Take the 2-minute tour ×
Stack Overflow is a question and answer site for professional and enthusiast programmers. It's 100% free, no registration required.

I'm using a for-loop to perform operations on specific subsets of my data. At the end of each iteration of the for loop, I have all the values that I need to fill a row of my dataframe.

So far I tried

//stuff to calculate   

this results in the contents of the dataframe not being accessable using '$' , because the rows are then atomic vectors.

I also tried to append the values I get at the end of each iteration to an already existing vector and when the for loop ends create a dataframe from these vectors using but appending the values to the respective vector didn't work, the values weren't added.


Any ideas on this?

Since my for loop iterates over IDs in my data, I realized I could do something like this:


for(i in uids){

I used filler to create a dataframe with the correct number of columns and rows so I don't get an error like 'replacement has length of 9, replacement has length of 1'

Is there a better way to do this? Using this approach I still have the values of filler in the respective row that I'd need to remove?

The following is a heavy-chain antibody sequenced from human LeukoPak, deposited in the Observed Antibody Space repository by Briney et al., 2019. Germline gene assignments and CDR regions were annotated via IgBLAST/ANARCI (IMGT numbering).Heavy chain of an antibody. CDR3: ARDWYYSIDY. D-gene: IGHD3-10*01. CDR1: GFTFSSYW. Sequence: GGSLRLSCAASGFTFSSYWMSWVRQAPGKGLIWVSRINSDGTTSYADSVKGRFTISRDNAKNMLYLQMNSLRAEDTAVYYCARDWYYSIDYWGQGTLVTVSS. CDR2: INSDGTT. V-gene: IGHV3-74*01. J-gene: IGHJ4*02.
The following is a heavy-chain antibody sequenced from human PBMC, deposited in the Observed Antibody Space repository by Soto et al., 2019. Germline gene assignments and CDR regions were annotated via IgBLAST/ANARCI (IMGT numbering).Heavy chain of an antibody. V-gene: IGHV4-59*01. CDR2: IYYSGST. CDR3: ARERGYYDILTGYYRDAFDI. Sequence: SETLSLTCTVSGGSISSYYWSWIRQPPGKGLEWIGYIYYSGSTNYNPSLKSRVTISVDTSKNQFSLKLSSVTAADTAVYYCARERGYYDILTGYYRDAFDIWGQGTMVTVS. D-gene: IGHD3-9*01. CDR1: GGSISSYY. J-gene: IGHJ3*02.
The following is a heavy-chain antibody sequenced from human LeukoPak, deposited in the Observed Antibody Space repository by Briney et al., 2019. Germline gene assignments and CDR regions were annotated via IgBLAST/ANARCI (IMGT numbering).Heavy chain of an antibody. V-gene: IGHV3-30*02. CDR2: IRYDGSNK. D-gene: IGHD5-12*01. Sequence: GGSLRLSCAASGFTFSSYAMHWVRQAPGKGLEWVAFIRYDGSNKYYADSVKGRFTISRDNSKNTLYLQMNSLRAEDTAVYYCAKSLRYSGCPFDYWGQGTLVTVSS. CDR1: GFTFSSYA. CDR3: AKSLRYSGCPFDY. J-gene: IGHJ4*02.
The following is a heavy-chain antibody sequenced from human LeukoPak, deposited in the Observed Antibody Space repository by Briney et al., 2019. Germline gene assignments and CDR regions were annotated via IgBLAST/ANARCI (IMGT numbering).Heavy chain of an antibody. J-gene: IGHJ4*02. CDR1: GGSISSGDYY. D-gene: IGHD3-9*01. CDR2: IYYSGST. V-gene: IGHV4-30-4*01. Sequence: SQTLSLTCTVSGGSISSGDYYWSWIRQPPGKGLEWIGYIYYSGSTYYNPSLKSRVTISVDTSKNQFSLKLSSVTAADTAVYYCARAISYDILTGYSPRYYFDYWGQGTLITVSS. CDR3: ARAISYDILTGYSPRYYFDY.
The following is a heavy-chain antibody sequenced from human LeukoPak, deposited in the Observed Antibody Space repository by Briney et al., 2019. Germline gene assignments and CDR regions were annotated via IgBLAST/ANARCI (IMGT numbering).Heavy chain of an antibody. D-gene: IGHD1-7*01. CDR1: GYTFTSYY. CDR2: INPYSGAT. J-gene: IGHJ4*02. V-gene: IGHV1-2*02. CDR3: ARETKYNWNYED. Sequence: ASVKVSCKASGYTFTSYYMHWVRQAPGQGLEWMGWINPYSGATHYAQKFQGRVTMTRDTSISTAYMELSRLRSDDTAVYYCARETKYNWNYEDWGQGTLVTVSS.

share|improve this question
is length of newline always same after every iteration? –  Chinmay Patil Mar 19 '13 at 7:47
If you know in advance the number of iterations, why not fill a data.frame with NAs and replace each row with your calculations? Something like df <- as.data.frame(matrix(NA, i*ncols, ncol=ncols)) –  sebastian-c Mar 19 '13 at 7:47
maybe at the start you'll have to say:df <- data.frame(). In any case, there's no example and I find the question a bit unclear. –  Arun Mar 19 '13 at 7:51
I updated my question with my progress, this should make it clearer –  Rickyfox Mar 19 '13 at 8:51
I believe you would be better served with a lapply or sapply loop, which combines the results for you. If you don't like those you could use a foreach (from package foreach) loop, which also offers a .combine parameter. Lastly, you can of course do this with a for loop, but we need a reproducible example to show you how. –  Roland Mar 19 '13 at 10:48

1 Answer 1

This should work, can your show us you data ?

R) x=data.frame(a=rep(1,3),b=rep(2,3),c=rep(3,3))
R) d=c(4,4,4)
R) rbind(x,d)
  a b c
1 1 2 3
2 1 2 3
3 1 2 3
4 4 4 4
R) cbind(x,d)
  a b c d
1 1 2 3 4
2 1 2 3 4
3 1 2 3 4
share|improve this answer

Your Answer


By posting your answer, you agree to the privacy policy and terms of service.

Not the answer you're looking for? Browse other questions tagged or ask your own question.